People's War Day

Holeri incident, the turning point

February 14, 2018 01:36 AM Prasanta Lamichhane


KATHMANDU, Feb 13: The rebels had already fought the 'People's War' for six years. The country was reeling under deep conflict and restlessness. The government was under pressure to quash the rebellion, but it was getting more violent with the Maoists attacking government offices at one or the other places, basically in rural areas. The rebels were yet to face the army in the battleground. So, they did not know whether they could stand the challenge of the army. 

At such a time, the Holeri incidence took place in Rolpa bringing the war entirely to a new level. As they came face to face with the army, both sides restrained from opening fire which eventually raised the confidence of the rebels. They thought that army could be fought against, too. 

The Holeri incident is thus taken as a turning point in the history of Maoists insurgency. 

The war analysts term the incident as a coincidence, rather than a planned event. On July 12, 2001 the rebels then known as CPN (Maoist) had announced 'Nepal Banda'. To make it successful, they had planned to attack some of the posts of the security forces. 

Though they had decided to attack the camp of Armed Police Force in Bhaluwang of Dang after a careful study, the plot was exposed at the eleventh hour. The commanders were Nanda Kishor Pun, who is now the vice president of the country along with Barshaman Pun. They then selected Holeri of Rolpa for the execution of the plan. The rebels had attacked police posts in Ropla even in the initial days of the armed conflict. The government had then added security force in Rolpa.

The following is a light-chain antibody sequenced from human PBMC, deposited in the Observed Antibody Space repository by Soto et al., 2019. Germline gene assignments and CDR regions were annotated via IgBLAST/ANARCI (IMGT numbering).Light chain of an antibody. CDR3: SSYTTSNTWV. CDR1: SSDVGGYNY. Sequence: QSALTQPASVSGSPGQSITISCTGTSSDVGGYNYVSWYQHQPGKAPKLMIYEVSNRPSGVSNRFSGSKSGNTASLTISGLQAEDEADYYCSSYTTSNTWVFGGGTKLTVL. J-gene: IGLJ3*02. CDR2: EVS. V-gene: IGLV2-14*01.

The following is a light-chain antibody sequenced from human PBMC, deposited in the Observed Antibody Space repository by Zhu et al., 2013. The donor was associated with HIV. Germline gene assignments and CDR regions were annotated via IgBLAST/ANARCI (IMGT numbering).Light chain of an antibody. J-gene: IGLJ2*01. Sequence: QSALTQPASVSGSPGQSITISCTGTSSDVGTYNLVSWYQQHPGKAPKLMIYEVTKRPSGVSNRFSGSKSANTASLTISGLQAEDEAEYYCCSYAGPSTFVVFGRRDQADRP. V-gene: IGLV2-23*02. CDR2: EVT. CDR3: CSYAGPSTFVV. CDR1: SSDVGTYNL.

But the rebels came to know that the police personnel would desert their camp at night in Holeri for fear of attack. This made them change the attack plan. The rebels then found out that the police would return to their camp early in the morning. Following this, the attack was planned for the morning.

When police reached their post in the morning, they were taken by surprise when the rebels warned them by loud speaker to surrender. The police refused to surrender at first and opened fire. After a few hours of crossfire, the rebels took 72 police personal under control. A policeman had even lost his life. Nanda Kishor Pun narrated this incidence in detail in his book 'Raktim Paila'. 
To contain the rebel force, the government decided to deploy army. This was the rebels' first encounter with the army. Three army helicopters had reached Nuwagaun of Rolpa the next day of the Holeri attack. 

One of the army helicopters made an emergency landing at Budhagaun of Rolpa after the rebels started attacking it.

At Nuwagaun, Maoists then sent a letter to the army. “We do not have any plan to attack you right now. Why have you come here? If you have come to start war with us, we will be forced to take up the challenge. We have cordoned you off, so you cannot get out from here.” This was the detail of the letter. 
The army did not reply in the same format. Instead, its helicopter made rounds in the sky. That was considered an indirect reply by the army, Pun writes in the book. 

Later, the army said that it was there for training and not for any kind of attack. Following this, the two sides sat for talks. And it was agreed that the army would be given way out and it would leave peacefully. 

The 'failure' of the army was rejoiced by the rebels. This incident boosted self confidence, triggering historic changes in the political scenario.


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